But the Internet has been no more successful at creating a homogenized global online culture than it has been at rising above the laws of the world's nations. If anything, the internet has become a multicultural hothouse, not only nourishing cultural differences but leading to the growth of entirely new sub-cultures and tribes. Okay, so that's interesting from an anthropological standpoint, but what does it have to do with online business?
The world's major online companies emerged in -- and often as the result of -- these cultural differences. Google appealed to the information libertarians; AOL to those who wanted a sheltered online experience, and MySpace grew directly from the youth subculture around U.S. universities. These companies and others like them had an appeal related directly to the values and lifestyles of their target audiences, in most cases because the founders were from those very groups.
Transplant these companies (with linguistic and cosmetic changes) to a very different cultural context like China, and the reason for the falloff in popularity after a short honeymoon is obvious: these companies were failing the relevance test. Once faced with local startups created by enterprising members of the intended audience who understand how to strike the right note, and the foreign-born sites were doomed.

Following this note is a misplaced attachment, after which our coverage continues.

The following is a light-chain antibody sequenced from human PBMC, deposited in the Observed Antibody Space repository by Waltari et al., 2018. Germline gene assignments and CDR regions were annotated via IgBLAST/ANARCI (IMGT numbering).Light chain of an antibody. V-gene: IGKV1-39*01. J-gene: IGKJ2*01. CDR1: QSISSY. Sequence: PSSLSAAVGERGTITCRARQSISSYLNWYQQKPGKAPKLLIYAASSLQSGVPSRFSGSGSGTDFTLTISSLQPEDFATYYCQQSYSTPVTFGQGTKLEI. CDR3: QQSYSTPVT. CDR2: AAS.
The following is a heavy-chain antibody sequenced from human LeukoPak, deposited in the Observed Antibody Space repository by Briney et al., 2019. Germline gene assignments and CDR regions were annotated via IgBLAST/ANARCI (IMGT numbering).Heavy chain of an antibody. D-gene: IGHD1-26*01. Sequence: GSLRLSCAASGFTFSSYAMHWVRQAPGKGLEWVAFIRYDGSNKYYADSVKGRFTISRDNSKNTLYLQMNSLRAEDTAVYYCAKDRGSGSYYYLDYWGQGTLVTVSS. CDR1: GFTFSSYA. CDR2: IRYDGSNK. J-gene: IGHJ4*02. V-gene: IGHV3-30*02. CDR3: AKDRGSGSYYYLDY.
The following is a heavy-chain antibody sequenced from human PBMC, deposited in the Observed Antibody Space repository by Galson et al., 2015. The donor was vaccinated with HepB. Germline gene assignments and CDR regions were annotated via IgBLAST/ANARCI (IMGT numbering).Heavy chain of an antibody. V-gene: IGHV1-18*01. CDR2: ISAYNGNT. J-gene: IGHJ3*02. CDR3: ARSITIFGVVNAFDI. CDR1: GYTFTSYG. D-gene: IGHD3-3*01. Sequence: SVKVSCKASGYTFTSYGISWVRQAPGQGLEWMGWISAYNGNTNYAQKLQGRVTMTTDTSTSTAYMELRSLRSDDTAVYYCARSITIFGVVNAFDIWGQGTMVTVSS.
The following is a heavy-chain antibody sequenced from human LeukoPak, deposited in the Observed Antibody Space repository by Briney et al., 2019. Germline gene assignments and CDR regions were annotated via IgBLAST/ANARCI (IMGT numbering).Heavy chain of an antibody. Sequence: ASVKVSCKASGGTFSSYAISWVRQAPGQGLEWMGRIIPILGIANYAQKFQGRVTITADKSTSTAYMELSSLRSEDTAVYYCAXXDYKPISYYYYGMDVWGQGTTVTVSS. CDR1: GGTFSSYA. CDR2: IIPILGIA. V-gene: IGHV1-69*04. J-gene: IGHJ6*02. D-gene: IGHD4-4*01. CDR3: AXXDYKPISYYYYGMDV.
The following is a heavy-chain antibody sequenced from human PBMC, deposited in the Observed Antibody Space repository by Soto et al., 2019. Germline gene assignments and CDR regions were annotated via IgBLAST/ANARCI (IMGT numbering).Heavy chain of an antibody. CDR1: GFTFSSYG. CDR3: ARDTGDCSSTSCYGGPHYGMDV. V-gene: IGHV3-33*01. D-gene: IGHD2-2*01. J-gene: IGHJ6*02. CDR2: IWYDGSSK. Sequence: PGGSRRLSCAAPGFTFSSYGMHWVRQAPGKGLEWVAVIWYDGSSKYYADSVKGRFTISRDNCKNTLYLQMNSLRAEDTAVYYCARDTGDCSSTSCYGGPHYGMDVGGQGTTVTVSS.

Baidu's virally successful "Baidu Knows" ad campaign captured the zeitgeist perfectly: don't be fooled by the Chinese patina slathered onto the global brands' local sites -- only the homegrown online brands are authentic and relevant.
Faced with this lesson, as marketers we now have to face our own moment of truth. If the global online companies failed in China because their transplanted sites were a mismatch for the local online culture, do the digital marketing tools created in San Jose and New York not face the same problem?
I don't just mean basic questions like whether we should try to shoehorn our global social media campaigns to fit a country where Twitter and Facebook are blocked and blogs play a very different role, or whether we have any business making online media buys for luxury watches in a country where most netizens are students. These questions answer themselves (or would, if asked.)
Rather, we need to ask whether the online marketing tools we have created elsewhere are going to be relevant at all in China, and whether instead we should be looking to create new tools that address China's unique online culture, and the very different role the internet plays in the nation's cultural context.
The answers to these questions are not obvious, and they will vary from company to company, and campaign to campaign, but they must be asked. Otherwise, the world's digital marketers will share the fate of the global online brands, locked out of the world's most promising internet market by our own hubris.
David Wolf manages Wolf Group Asia, a Beijing-based management advisory firm that specializes in technology, media, telecommunications, and entertainment.